Summary: This is the fourth sign the Gospel of John gives us revealing the identity of Jesus. The feeding of the 5000 is more than a miraculous feeding.
GIVE US THIS DAY OUR DAILY BREAD…
When I hold a hockey puck in my hands, it’s just a hockey puck. But when you place that hockey puck in the hands of Team Canada…aaahhhh, it’s just a hockey puck. It should have been a thing of beauty. Put a paintbrush in any of our hands and you might just paint a wall or two by sundown. But put a paintbrush in the hands of Rembrandt and you get a masterpiece. Place a gun in the hands of a hunter and it becomes a tool used for sport or obtaining food. But place that same gun in the hands of Dick Cheney and you better duck (excuse the pun). Quite simply, it depends on who’s holding these tools and how they use them that make the difference. In the right hands you get amazing results.
Put a small loaf of bread in the hands of Jesus and he makes a meal for thousands. Imagine what would happen if we put our limited resources in the hands of Jesus. Every Sunday that I preach I pray this prayer in a variety of forms: “Lord, take these empty words and make them mean something to someone.” And someone is usually encouraged or challenged or provoked to further thinking. It’s not my doing; I say “thank you” but Jesus deserves any credit. Imagine what would happen if you gave him your little bit.
But we pray, “Give us this day our daily bread…” and we can say this prayer two ways. We can pray like Jesus taught us to pray. Or we make it a demand… “Give us what we want. If you don’t, I won’t be faithful, I won’t believe in you.” We demand everything but we hesitate to put anything in his hands.
In the fourth sign John records, we see a beautiful miracle that teaches us something about Jesus and his ability to provide. We also will see that, like the other signs, there is something that disturbs us and challenges our willingness to follow Jesus. This is a simple story from our Sunday School lessons, but as we enter into it, ask the Lord to make this little lesson a lot for you.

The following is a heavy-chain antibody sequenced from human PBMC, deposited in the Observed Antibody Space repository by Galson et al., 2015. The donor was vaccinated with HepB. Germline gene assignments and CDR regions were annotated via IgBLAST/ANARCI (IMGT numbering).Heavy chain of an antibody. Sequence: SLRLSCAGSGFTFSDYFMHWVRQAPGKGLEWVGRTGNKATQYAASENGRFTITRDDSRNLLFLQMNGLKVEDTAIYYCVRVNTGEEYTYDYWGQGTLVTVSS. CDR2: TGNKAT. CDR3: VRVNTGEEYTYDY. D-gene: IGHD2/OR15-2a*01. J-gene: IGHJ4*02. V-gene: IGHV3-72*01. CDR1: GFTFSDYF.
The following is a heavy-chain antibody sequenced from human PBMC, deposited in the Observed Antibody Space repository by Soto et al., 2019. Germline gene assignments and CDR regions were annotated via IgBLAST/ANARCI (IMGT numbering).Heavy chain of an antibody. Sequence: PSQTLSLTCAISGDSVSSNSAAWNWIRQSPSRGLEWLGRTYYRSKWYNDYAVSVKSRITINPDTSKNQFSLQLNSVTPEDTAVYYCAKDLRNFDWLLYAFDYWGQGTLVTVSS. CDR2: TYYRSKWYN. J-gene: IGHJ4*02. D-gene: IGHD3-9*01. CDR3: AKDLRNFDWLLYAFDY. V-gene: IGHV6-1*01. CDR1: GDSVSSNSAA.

1. Why were the crowds following Jesus?
This simple story seems to have been very important to the gospel writers in the first century. Other than the death and resurrection, this is the only miracle that all four gospels record. That should tell us something about this event. For John it follows the healing of the lame man and the explanation he gave for doing this on the Sabbath.
“Some time after this, Jesus crossed to the far shore of the Sea of Galilee…and a great crowd of people followed him because they saw the miraculous signs he had performed on the sick. Then Jesus went up on a mountainside and sat down with his disciples. The Jewish Passover feast was near.”
Why were the crowds following Jesus? The answer is obvious: though John records only 7 signs for the purpose of this gospel, Jesus was healing a lot of people and doing amazing things. This story indicates that 5000 men were fed at this meeting, and every writer I have read insists that there were thousands more women and children besides. So approximately 10000 people followed Jesus around the shoreline of the Sea, about 12 miles around, and met him at the other side.
Can you imagine that many people leaving their work to go and follow a guy around? John also tells us that it was almost time for Passover, which means that these people were ignoring the most patriotic festival of the Jew to run after the miracle man. That’s like Americans ignoring July 4th to watch the Canadian House of Commons (though nothing miraculous happens there).
Why were the crowds following Jesus? Quite simply, they wanted to see the next trick. To be fair, some were amazed at Jesus’ teaching and his authority. But it was not a matter of belief; it was a matter of curiosity, piqued interest, fascination. Some were wondering whether Jesus might be the next in a long line of rebels to threaten the ruling powers. This could be exciting, they thought.
2. “Do we have enough?”
“When Jesus looked up and saw a great crowd coming toward him, he said to Philip, “Where shall we buy bread for these people to eat?” He asked this only to test him, for he already had in mind what he was going to do.”
Jesus knew it was Passover time and so he decided to make a point with this crowd and reveal something of himself to them. But he also wanted to make a point with his disciples. That is why he asked Philip about the food. You see, Philip was a quiet, methodical type who figured things out. He calculated the problem in his head and said, “Can’t do it!” His mental math took into consideration the number of disciples times the amount of people plus labor, overtime and said there is not enough.